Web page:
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Lawsuit Alleges that Feds Allowing Harm to Endangered Lynx in Maine

Keith Williams
Wikimedia Commons
A Canada lynx on a frozen lake in the Yukon.

AUGUSTA, Maine - Several animal conservation and welfare groups are joining in a lawsuit against the U.S. Fish and Wildlife service on behalf of Canada lynx, a species under federal protection.

The groups, including the Center for Biological Diversity, Wildlife Alliance of Maine and the Animal Welfare Institute, alleged that the U.S. Fish and Wildlife Service has allowed trappers in Maine to kill and seriously injure the protected cat.  

The cats are generally caught, injured and killed in traps intended for other animals, such as coyotes and foxes.  Such unintentional trapping of the protected cats is allowed with a federal  "incidental take permit." The suit challenges a permit the U.S. Fish and Wildlife Service issued to the Maine Department of Inland Fisheries and Wlidlife last year that covers the state's trapping programs.

The lawsuit claims that the state's trapping programs violate both the Endangered Species Act, which requires that harm to lynx be minimized and mitigated, and the National Environmental Policy Act, which requires that environmental impacts be properly analyzed.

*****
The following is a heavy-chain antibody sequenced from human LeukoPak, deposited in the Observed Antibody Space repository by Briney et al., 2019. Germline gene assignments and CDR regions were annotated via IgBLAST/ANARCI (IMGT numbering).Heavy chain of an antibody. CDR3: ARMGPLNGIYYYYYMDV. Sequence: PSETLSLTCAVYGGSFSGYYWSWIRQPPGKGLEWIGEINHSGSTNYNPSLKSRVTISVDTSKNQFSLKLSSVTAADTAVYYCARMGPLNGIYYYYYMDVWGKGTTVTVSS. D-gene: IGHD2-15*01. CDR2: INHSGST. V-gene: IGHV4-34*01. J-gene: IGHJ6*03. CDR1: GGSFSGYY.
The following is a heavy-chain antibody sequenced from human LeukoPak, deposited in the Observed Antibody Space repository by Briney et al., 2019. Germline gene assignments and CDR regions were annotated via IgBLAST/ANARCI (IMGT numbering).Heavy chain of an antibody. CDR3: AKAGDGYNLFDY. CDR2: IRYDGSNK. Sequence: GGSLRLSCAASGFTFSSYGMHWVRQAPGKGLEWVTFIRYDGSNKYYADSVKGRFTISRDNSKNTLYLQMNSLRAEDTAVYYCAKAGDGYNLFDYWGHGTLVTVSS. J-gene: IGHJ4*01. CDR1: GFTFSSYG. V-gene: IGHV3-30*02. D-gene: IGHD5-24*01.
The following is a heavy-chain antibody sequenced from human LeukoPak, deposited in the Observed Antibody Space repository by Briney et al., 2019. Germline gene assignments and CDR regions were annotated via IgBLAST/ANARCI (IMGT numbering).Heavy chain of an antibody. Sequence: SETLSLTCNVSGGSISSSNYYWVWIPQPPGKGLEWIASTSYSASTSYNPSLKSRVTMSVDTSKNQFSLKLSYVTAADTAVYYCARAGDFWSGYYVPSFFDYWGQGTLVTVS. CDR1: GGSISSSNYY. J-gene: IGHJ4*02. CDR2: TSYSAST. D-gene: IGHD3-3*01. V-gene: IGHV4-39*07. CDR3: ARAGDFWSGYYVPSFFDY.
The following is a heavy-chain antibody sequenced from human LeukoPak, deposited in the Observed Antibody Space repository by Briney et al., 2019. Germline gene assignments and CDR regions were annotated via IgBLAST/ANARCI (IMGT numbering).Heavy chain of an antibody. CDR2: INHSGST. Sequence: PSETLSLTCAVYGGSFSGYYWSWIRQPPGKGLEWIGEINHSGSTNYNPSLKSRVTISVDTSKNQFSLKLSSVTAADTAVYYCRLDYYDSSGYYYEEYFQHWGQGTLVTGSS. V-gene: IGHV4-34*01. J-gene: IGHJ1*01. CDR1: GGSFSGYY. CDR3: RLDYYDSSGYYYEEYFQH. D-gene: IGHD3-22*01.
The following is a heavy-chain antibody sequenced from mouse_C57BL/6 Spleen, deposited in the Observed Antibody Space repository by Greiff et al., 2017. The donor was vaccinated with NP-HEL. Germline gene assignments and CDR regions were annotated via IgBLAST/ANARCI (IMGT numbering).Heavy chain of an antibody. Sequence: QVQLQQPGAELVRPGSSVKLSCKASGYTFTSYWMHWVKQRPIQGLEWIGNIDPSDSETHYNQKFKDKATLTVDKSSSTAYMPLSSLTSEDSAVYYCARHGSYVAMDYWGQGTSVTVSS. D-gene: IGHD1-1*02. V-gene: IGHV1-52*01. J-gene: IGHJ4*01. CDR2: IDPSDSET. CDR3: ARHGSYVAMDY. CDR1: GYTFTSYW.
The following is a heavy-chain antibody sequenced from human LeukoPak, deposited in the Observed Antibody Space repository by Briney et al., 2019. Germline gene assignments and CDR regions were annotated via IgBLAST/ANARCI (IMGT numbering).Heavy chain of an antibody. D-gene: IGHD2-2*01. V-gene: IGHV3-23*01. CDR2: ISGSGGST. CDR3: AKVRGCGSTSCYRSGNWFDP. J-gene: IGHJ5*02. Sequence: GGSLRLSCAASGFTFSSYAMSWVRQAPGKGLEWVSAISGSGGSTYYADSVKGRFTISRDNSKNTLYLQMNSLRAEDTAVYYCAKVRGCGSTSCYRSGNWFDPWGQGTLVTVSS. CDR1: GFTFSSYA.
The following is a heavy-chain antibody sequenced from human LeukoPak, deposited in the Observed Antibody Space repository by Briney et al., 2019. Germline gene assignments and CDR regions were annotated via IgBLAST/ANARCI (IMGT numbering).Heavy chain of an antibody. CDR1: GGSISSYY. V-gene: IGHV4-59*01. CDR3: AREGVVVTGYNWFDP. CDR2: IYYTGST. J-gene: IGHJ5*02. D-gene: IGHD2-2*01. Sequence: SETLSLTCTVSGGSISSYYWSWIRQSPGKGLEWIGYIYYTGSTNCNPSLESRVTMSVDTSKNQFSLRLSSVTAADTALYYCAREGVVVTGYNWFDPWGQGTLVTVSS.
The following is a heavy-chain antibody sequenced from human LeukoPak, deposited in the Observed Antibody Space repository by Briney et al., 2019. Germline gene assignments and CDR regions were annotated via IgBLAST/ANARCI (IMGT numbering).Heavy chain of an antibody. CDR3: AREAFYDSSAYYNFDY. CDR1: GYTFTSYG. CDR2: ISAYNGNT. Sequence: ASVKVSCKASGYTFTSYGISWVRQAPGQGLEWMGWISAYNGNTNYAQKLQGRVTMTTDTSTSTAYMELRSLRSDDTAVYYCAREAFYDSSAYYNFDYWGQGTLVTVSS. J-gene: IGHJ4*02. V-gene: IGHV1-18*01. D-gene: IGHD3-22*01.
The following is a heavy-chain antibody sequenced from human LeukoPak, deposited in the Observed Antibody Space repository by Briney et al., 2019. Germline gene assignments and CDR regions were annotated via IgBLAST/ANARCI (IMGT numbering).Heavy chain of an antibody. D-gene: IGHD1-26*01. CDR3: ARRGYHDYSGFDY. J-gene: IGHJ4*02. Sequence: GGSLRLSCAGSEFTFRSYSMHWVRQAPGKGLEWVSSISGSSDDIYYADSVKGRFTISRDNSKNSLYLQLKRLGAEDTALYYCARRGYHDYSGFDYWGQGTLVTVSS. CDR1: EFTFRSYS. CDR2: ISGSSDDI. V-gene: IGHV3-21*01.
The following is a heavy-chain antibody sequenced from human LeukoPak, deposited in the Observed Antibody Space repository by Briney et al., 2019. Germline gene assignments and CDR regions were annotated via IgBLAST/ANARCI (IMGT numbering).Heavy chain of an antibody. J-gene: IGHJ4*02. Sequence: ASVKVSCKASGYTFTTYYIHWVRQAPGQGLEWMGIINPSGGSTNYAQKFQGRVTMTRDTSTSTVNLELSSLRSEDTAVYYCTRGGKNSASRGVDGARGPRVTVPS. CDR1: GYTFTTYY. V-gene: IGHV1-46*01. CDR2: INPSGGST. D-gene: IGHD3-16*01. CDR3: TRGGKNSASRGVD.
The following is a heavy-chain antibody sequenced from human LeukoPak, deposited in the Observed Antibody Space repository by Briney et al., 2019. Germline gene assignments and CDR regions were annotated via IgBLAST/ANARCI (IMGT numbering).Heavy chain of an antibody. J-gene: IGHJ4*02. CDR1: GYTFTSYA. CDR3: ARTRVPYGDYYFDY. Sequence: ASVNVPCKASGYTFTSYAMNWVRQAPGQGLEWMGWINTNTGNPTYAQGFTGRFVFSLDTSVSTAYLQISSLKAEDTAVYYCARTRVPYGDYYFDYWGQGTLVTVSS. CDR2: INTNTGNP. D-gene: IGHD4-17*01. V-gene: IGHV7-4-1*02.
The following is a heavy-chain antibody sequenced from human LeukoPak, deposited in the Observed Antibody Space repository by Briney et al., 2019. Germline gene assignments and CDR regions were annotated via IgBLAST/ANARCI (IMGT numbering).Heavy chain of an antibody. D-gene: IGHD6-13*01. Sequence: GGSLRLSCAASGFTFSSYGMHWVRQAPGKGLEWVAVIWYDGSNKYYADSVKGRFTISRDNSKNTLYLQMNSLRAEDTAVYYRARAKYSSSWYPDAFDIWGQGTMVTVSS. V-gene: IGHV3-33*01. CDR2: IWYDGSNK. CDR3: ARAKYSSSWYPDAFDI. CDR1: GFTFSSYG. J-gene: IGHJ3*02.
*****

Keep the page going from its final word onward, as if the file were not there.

In a statement, Collette Adkins, an attorney and biologist at the Center for Biological Diversity, says Canada lynx are suffering and dying in traps needlessly. "A few common-sense changes could prevent most of this suffering, but the Service refuses to require Maine’s trapping programs to make those changes," Adkins says.

The groups object to the use of Conibear traps, which snap shut, as well as cable restraints and foothold traps in areas where lynx live. They say the U.S. Fish and Wildlife Service failed to require that certain devices be applied to traps to avoid harm to lynx.

The lawsuit also challenges Maine’s plan for mitigating harm to lynx, which they say relies mostly on lynx habitat management.